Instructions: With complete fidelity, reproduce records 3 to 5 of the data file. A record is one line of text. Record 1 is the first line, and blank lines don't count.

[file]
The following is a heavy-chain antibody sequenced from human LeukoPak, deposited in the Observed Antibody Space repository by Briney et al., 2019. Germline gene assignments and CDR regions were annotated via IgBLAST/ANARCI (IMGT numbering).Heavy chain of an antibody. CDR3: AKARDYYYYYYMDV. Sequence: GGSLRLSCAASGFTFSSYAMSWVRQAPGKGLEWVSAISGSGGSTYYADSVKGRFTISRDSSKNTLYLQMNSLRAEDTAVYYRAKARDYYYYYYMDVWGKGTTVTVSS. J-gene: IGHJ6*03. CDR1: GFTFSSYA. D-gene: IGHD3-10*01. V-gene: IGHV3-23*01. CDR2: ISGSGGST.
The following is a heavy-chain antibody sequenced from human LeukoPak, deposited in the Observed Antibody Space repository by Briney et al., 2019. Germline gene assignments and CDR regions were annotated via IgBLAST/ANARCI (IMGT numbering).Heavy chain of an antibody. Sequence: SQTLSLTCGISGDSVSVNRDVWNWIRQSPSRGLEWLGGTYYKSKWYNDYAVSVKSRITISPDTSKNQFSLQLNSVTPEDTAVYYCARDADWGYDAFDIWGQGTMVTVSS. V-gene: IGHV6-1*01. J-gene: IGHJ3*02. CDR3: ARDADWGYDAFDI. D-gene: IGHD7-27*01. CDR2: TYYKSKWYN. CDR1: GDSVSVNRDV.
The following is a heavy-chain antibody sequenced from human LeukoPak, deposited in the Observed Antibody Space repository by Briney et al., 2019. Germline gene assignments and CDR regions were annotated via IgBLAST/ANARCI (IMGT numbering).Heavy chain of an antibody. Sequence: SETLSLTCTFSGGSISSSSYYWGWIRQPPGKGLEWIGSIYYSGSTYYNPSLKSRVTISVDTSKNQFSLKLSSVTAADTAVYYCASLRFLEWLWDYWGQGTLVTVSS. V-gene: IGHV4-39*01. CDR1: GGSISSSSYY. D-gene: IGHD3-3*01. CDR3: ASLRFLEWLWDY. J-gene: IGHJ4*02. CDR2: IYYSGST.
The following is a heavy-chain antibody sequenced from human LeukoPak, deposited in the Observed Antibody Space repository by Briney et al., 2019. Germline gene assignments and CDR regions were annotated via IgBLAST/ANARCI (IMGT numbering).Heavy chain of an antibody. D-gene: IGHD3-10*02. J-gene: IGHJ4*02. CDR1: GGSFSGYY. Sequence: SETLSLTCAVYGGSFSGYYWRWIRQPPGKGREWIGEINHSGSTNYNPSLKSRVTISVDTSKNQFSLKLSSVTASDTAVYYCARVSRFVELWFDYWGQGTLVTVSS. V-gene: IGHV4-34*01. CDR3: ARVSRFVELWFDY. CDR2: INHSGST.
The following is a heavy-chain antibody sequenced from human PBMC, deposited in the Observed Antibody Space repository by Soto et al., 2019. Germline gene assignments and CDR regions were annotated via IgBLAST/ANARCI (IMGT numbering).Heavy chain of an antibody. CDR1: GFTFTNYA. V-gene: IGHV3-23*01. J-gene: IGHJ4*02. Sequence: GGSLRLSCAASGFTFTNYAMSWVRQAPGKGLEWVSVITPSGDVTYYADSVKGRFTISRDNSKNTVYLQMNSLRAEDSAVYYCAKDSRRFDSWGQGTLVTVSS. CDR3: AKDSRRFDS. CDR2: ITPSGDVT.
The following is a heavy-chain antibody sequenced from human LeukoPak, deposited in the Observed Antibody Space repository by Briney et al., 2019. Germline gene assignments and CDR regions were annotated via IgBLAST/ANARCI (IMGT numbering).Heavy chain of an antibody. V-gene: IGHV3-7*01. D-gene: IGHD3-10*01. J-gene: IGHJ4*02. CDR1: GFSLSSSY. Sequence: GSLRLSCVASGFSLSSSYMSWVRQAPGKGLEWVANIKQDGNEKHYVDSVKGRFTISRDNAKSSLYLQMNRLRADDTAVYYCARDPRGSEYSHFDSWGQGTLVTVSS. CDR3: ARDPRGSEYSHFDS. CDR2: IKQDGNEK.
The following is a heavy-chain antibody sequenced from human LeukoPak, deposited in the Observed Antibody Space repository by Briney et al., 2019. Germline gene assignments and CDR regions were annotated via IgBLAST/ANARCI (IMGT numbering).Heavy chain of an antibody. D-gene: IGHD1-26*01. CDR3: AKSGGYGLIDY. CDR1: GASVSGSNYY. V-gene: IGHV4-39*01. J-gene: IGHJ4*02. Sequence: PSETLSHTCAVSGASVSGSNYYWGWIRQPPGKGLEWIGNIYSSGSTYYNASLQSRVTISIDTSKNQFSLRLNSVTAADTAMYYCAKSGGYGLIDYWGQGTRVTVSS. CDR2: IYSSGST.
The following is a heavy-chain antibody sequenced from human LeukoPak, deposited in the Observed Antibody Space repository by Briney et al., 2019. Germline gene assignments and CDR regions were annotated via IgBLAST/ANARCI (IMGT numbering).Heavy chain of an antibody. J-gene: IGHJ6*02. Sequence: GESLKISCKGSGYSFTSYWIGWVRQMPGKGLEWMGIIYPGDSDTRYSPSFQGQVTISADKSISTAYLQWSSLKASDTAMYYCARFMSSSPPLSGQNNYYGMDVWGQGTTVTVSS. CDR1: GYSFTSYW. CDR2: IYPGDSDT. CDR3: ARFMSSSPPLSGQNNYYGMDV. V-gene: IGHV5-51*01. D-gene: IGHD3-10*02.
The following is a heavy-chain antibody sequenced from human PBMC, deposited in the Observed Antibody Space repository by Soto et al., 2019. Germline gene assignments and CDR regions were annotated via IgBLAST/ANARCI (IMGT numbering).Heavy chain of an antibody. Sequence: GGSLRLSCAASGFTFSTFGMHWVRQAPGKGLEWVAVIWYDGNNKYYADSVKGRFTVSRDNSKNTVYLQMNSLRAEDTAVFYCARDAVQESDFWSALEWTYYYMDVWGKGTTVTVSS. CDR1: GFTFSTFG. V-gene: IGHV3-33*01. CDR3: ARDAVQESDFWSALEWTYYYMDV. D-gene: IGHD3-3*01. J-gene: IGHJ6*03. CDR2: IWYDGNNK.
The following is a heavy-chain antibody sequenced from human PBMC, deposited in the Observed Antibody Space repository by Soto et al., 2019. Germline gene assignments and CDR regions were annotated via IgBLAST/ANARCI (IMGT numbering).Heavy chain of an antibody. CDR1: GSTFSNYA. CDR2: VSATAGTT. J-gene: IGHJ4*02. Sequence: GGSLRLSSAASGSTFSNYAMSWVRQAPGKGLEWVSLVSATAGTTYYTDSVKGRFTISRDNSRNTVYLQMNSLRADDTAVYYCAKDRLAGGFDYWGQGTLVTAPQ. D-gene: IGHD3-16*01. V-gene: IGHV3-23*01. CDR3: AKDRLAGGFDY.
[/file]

The following is a heavy-chain antibody sequenced from human LeukoPak, deposited in the Observed Antibody Space repository by Briney et al., 2019. Germline gene assignments and CDR regions were annotated via IgBLAST/ANARCI (IMGT numbering).Heavy chain of an antibody. Sequence: SETLSLTCTFSGGSISSSSYYWGWIRQPPGKGLEWIGSIYYSGSTYYNPSLKSRVTISVDTSKNQFSLKLSSVTAADTAVYYCASLRFLEWLWDYWGQGTLVTVSS. V-gene: IGHV4-39*01. CDR1: GGSISSSSYY. D-gene: IGHD3-3*01. CDR3: ASLRFLEWLWDY. J-gene: IGHJ4*02. CDR2: IYYSGST.
The following is a heavy-chain antibody sequenced from human LeukoPak, deposited in the Observed Antibody Space repository by Briney et al., 2019. Germline gene assignments and CDR regions were annotated via IgBLAST/ANARCI (IMGT numbering).Heavy chain of an antibody. D-gene: IGHD3-10*02. J-gene: IGHJ4*02. CDR1: GGSFSGYY. Sequence: SETLSLTCAVYGGSFSGYYWRWIRQPPGKGREWIGEINHSGSTNYNPSLKSRVTISVDTSKNQFSLKLSSVTASDTAVYYCARVSRFVELWFDYWGQGTLVTVSS. V-gene: IGHV4-34*01. CDR3: ARVSRFVELWFDY. CDR2: INHSGST.
The following is a heavy-chain antibody sequenced from human PBMC, deposited in the Observed Antibody Space repository by Soto et al., 2019. Germline gene assignments and CDR regions were annotated via IgBLAST/ANARCI (IMGT numbering).Heavy chain of an antibody. CDR1: GFTFTNYA. V-gene: IGHV3-23*01. J-gene: IGHJ4*02. Sequence: GGSLRLSCAASGFTFTNYAMSWVRQAPGKGLEWVSVITPSGDVTYYADSVKGRFTISRDNSKNTVYLQMNSLRAEDSAVYYCAKDSRRFDSWGQGTLVTVSS. CDR3: AKDSRRFDS. CDR2: ITPSGDVT.